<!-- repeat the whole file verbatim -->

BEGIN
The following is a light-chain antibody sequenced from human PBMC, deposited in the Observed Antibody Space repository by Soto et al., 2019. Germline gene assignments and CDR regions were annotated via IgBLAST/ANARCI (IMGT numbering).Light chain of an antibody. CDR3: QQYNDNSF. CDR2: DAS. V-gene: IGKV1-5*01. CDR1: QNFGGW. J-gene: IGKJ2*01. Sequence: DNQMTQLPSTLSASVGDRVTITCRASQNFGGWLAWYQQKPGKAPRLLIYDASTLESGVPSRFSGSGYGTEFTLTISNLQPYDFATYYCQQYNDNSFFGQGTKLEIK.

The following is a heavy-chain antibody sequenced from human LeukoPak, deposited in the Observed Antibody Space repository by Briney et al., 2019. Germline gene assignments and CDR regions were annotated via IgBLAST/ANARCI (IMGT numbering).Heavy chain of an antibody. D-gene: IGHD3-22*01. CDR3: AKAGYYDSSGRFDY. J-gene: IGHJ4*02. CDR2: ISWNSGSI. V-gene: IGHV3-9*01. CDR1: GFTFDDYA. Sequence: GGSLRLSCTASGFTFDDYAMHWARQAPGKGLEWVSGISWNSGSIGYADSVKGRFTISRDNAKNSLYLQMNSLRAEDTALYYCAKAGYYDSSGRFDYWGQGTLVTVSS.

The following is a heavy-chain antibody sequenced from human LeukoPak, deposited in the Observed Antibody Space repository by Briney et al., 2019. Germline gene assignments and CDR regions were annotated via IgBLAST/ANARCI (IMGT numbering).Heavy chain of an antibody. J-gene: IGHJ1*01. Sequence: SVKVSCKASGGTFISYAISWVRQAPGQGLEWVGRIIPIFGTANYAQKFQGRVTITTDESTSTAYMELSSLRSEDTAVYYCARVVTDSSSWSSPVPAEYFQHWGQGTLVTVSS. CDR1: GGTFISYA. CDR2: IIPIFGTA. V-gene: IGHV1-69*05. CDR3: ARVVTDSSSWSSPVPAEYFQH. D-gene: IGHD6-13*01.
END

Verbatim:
The following is a light-chain antibody sequenced from human PBMC, deposited in the Observed Antibody Space repository by Soto et al., 2019. Germline gene assignments and CDR regions were annotated via IgBLAST/ANARCI (IMGT numbering).Light chain of an antibody. CDR3: QQYNDNSF. CDR2: DAS. V-gene: IGKV1-5*01. CDR1: QNFGGW. J-gene: IGKJ2*01. Sequence: DNQMTQLPSTLSASVGDRVTITCRASQNFGGWLAWYQQKPGKAPRLLIYDASTLESGVPSRFSGSGYGTEFTLTISNLQPYDFATYYCQQYNDNSFFGQGTKLEIK.

The following is a heavy-chain antibody sequenced from human LeukoPak, deposited in the Observed Antibody Space repository by Briney et al., 2019. Germline gene assignments and CDR regions were annotated via IgBLAST/ANARCI (IMGT numbering).Heavy chain of an antibody. D-gene: IGHD3-22*01. CDR3: AKAGYYDSSGRFDY. J-gene: IGHJ4*02. CDR2: ISWNSGSI. V-gene: IGHV3-9*01. CDR1: GFTFDDYA. Sequence: GGSLRLSCTASGFTFDDYAMHWARQAPGKGLEWVSGISWNSGSIGYADSVKGRFTISRDNAKNSLYLQMNSLRAEDTALYYCAKAGYYDSSGRFDYWGQGTLVTVSS.

The following is a heavy-chain antibody sequenced from human LeukoPak, deposited in the Observed Antibody Space repository by Briney et al., 2019. Germline gene assignments and CDR regions were annotated via IgBLAST/ANARCI (IMGT numbering).Heavy chain of an antibody. J-gene: IGHJ1*01. Sequence: SVKVSCKASGGTFISYAISWVRQAPGQGLEWVGRIIPIFGTANYAQKFQGRVTITTDESTSTAYMELSSLRSEDTAVYYCARVVTDSSSWSSPVPAEYFQHWGQGTLVTVSS. CDR1: GGTFISYA. CDR2: IIPIFGTA. V-gene: IGHV1-69*05. CDR3: ARVVTDSSSWSSPVPAEYFQH. D-gene: IGHD6-13*01.